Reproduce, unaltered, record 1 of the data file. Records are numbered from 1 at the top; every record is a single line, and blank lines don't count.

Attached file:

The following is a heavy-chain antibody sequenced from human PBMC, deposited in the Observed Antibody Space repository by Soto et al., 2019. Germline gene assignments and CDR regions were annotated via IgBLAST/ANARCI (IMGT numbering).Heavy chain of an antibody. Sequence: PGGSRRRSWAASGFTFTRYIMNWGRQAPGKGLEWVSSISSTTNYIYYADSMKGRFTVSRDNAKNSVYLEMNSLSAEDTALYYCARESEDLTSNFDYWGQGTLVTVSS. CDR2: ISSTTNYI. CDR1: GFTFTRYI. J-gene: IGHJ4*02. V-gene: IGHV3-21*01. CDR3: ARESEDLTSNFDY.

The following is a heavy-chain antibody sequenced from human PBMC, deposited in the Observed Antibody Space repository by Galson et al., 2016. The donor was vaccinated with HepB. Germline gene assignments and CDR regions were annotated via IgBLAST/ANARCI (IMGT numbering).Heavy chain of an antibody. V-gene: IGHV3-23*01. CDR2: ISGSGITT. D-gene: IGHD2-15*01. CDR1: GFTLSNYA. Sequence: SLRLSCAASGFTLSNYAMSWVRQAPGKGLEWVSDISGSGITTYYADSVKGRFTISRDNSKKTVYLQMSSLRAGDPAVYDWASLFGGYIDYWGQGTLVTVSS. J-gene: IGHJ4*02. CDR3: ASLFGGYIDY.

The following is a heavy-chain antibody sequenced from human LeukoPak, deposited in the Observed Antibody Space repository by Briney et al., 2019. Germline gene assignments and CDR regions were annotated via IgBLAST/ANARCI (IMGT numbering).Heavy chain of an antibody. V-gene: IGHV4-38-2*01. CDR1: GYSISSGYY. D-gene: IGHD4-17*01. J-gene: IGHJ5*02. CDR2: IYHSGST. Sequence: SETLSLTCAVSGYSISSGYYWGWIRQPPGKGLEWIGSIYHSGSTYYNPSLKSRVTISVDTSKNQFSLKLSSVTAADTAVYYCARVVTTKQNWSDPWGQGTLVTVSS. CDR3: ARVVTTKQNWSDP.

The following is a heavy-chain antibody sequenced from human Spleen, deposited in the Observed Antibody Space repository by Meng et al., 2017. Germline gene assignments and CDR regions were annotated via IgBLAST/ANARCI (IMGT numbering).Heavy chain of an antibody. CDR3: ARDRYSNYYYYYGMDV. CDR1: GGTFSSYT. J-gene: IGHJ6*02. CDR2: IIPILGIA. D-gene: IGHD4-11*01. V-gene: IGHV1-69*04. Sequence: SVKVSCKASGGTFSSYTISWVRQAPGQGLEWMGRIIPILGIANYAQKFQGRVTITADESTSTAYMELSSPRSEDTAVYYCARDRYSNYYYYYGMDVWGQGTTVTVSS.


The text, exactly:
The following is a heavy-chain antibody sequenced from human PBMC, deposited in the Observed Antibody Space repository by Soto et al., 2019. Germline gene assignments and CDR regions were annotated via IgBLAST/ANARCI (IMGT numbering).Heavy chain of an antibody. Sequence: PGGSRRRSWAASGFTFTRYIMNWGRQAPGKGLEWVSSISSTTNYIYYADSMKGRFTVSRDNAKNSVYLEMNSLSAEDTALYYCARESEDLTSNFDYWGQGTLVTVSS. CDR2: ISSTTNYI. CDR1: GFTFTRYI. J-gene: IGHJ4*02. V-gene: IGHV3-21*01. CDR3: ARESEDLTSNFDY.